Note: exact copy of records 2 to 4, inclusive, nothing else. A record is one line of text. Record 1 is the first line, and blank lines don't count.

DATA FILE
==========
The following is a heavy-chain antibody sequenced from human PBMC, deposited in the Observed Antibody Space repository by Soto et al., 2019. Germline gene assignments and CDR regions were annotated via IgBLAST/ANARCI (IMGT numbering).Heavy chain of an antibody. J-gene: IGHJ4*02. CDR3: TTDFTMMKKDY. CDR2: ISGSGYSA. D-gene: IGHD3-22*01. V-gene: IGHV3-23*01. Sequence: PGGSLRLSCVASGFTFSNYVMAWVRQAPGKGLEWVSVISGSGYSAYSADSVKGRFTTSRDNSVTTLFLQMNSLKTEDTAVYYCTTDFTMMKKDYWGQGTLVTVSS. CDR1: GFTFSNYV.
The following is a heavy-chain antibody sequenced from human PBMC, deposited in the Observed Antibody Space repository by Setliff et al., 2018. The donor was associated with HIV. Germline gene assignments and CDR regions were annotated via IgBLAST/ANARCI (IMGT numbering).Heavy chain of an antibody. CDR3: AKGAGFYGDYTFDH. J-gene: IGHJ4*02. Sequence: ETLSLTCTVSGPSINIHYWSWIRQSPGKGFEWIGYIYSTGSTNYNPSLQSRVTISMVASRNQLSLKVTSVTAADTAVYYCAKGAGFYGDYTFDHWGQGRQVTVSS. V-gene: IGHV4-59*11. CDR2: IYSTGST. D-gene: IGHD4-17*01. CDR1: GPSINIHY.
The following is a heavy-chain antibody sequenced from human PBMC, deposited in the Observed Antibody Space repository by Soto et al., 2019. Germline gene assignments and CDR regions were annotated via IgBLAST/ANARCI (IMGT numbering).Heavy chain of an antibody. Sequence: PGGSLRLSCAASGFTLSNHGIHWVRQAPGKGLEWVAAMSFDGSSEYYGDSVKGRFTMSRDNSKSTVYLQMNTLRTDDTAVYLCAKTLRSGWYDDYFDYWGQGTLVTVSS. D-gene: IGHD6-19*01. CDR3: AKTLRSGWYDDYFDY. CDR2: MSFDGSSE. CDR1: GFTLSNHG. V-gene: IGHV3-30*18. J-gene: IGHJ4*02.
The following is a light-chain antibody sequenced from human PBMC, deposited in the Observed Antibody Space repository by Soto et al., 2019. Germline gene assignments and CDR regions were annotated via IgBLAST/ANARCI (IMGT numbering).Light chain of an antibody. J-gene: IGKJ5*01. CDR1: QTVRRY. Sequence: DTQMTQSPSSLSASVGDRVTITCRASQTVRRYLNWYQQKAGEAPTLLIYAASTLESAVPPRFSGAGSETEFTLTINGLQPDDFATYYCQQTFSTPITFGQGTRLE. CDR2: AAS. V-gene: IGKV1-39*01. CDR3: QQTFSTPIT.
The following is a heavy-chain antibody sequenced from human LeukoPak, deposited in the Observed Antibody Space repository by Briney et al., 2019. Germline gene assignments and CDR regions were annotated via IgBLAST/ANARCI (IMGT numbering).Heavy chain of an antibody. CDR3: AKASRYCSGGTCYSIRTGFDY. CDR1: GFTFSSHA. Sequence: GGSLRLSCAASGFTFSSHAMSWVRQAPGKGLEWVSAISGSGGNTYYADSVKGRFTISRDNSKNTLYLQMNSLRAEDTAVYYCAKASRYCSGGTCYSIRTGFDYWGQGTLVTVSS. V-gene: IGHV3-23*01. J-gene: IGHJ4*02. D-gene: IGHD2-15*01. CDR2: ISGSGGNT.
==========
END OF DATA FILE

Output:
The following is a heavy-chain antibody sequenced from human PBMC, deposited in the Observed Antibody Space repository by Setliff et al., 2018. The donor was associated with HIV. Germline gene assignments and CDR regions were annotated via IgBLAST/ANARCI (IMGT numbering).Heavy chain of an antibody. CDR3: AKGAGFYGDYTFDH. J-gene: IGHJ4*02. Sequence: ETLSLTCTVSGPSINIHYWSWIRQSPGKGFEWIGYIYSTGSTNYNPSLQSRVTISMVASRNQLSLKVTSVTAADTAVYYCAKGAGFYGDYTFDHWGQGRQVTVSS. V-gene: IGHV4-59*11. CDR2: IYSTGST. D-gene: IGHD4-17*01. CDR1: GPSINIHY.
The following is a heavy-chain antibody sequenced from human PBMC, deposited in the Observed Antibody Space repository by Soto et al., 2019. Germline gene assignments and CDR regions were annotated via IgBLAST/ANARCI (IMGT numbering).Heavy chain of an antibody. Sequence: PGGSLRLSCAASGFTLSNHGIHWVRQAPGKGLEWVAAMSFDGSSEYYGDSVKGRFTMSRDNSKSTVYLQMNTLRTDDTAVYLCAKTLRSGWYDDYFDYWGQGTLVTVSS. D-gene: IGHD6-19*01. CDR3: AKTLRSGWYDDYFDY. CDR2: MSFDGSSE. CDR1: GFTLSNHG. V-gene: IGHV3-30*18. J-gene: IGHJ4*02.
The following is a light-chain antibody sequenced from human PBMC, deposited in the Observed Antibody Space repository by Soto et al., 2019. Germline gene assignments and CDR regions were annotated via IgBLAST/ANARCI (IMGT numbering).Light chain of an antibody. J-gene: IGKJ5*01. CDR1: QTVRRY. Sequence: DTQMTQSPSSLSASVGDRVTITCRASQTVRRYLNWYQQKAGEAPTLLIYAASTLESAVPPRFSGAGSETEFTLTINGLQPDDFATYYCQQTFSTPITFGQGTRLE. CDR2: AAS. V-gene: IGKV1-39*01. CDR3: QQTFSTPIT.